Record Breaker, History Maker:

Not to belabor the point, but when digging a little deeper into the numbers by McCluster against Tennessee, you realize just how special this day indeed was.

After five games, the question of McCluster's involvement in the offense was a hot topic amongst the Ole Miss faithful. At the time, he had only logged 50 touches (37 rushing, 13 receiving) with opposing defenses keying in on the most dangerous offensive weapon the Rebels have to offer.

However, with an offense proven dormant for much of the year, Ole Miss head coach Houston Nutt and staff were determined to get McCluster involved. The team's scoring chances would ride on the generously listed 168-pound playing shoulders of Run DMC.

Five games later, not only has he become the team's primary running back, but you'll also find the Largo, Fla. native lined up as the quarterback in the Wild Rebel and at his natural position at wideout. Suffice to say, it's all but guaranteed Dex is getting over 20 touches per game.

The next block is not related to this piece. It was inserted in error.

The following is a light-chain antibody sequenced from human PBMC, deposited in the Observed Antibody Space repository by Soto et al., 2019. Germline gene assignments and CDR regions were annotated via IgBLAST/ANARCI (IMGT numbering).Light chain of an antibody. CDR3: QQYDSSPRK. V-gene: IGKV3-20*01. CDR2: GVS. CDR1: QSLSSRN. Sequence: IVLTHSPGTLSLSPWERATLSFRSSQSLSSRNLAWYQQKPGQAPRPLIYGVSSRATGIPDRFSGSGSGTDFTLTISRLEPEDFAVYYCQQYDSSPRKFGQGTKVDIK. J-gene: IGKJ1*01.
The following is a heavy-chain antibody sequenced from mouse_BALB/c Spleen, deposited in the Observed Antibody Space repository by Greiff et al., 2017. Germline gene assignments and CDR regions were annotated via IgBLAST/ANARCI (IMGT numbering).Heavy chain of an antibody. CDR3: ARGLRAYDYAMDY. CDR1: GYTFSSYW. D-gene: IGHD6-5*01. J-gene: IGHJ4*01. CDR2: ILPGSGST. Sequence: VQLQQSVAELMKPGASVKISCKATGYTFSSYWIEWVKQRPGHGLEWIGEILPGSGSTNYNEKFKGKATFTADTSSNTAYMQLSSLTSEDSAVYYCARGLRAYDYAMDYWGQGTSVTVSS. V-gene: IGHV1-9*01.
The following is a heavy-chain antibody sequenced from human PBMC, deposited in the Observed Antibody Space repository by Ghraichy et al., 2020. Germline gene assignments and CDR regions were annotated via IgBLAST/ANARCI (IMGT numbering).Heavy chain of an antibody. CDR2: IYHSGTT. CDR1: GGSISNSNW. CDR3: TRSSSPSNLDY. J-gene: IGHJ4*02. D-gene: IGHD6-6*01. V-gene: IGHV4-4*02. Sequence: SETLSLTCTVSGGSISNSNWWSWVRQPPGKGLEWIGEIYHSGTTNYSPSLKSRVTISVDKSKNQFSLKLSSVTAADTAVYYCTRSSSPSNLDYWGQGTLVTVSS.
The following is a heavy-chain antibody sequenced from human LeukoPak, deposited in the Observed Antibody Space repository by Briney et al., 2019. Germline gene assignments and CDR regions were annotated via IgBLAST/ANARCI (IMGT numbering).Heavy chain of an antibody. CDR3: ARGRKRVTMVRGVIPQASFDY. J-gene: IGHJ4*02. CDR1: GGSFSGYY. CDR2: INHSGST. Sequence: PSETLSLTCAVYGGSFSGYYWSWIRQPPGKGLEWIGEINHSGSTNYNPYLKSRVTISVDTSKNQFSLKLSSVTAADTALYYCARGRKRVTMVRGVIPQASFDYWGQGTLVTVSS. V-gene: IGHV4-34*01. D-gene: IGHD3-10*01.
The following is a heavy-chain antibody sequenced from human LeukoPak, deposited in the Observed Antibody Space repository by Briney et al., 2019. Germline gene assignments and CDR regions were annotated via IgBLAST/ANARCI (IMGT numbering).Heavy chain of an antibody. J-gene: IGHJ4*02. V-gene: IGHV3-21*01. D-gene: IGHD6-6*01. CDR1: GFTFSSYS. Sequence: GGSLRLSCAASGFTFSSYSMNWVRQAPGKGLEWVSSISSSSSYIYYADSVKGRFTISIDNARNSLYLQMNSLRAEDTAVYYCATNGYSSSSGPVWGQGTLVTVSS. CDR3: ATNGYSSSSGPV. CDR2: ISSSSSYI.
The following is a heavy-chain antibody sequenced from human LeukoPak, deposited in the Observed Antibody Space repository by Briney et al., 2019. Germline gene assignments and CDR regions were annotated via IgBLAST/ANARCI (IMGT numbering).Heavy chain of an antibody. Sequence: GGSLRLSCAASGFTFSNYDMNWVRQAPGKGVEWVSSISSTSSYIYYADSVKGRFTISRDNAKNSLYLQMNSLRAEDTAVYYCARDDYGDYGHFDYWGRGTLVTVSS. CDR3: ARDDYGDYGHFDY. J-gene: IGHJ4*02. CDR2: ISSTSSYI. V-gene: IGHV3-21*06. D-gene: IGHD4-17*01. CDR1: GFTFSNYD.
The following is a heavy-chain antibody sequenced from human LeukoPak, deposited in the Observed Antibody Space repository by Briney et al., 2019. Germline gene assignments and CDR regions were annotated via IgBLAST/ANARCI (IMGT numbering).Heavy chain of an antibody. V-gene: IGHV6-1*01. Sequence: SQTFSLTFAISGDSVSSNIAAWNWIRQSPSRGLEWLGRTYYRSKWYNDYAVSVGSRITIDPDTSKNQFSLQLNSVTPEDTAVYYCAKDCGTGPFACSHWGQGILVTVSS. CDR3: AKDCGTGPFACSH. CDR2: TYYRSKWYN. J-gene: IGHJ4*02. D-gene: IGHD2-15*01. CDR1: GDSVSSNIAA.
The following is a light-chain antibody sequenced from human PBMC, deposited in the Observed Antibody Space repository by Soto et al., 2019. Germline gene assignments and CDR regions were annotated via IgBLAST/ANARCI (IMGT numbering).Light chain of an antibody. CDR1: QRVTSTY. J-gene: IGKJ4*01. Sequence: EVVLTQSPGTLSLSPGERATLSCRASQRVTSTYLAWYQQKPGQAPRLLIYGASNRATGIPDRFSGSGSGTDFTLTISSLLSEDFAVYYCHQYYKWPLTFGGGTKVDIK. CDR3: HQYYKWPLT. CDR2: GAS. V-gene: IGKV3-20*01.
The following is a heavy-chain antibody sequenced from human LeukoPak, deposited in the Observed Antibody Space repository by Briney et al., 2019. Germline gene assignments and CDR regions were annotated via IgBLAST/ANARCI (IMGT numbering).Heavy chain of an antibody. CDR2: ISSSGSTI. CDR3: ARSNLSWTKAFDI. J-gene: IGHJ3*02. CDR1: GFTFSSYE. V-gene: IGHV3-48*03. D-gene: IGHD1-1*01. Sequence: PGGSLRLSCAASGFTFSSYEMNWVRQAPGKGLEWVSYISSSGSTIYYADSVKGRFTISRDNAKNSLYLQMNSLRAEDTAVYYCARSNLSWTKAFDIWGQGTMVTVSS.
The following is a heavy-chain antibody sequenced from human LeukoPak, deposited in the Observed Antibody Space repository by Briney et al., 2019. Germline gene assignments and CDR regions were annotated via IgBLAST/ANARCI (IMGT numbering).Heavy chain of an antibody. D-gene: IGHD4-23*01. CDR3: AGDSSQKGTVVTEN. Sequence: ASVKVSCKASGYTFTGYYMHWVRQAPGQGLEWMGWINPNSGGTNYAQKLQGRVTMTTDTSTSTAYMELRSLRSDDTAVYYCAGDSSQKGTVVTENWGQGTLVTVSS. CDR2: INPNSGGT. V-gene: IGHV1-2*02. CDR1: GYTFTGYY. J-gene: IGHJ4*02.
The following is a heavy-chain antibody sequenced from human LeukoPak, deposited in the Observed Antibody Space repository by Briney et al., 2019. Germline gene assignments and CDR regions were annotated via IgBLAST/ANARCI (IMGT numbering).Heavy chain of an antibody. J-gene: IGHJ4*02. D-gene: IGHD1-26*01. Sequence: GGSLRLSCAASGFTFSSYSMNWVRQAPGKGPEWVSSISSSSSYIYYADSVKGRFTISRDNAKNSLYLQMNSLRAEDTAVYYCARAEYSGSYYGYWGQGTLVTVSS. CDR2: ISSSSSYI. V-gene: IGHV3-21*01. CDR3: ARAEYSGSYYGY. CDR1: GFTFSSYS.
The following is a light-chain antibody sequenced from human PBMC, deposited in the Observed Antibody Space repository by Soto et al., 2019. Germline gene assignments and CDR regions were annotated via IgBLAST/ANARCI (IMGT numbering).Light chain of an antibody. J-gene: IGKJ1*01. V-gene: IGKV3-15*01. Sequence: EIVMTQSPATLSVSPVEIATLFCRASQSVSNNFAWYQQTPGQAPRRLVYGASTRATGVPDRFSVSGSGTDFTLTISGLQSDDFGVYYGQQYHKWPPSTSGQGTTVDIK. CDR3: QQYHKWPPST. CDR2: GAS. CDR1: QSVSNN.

"That ranks way up there in the best individual performances I have ever seen. Unbelievable," offensive coordinator Kent Austin said of McCluster's day. "I tell you, this guy is one of the most special people and football players I have ever had the honor to be around. It's not just because of his performance, it's because his performance is indicative of the quality individual Dexter is. He's a leader. He talked to the team last night. He's so unselfish."

The numbers don't lie. His 282 yards was the 11th-best rushing performance in SEC history and the most in the league since Darren McFadden had 321 in 2007. It was also the third time in four games McCluster has topped 100 yards rushing and 200 all-purpose yards.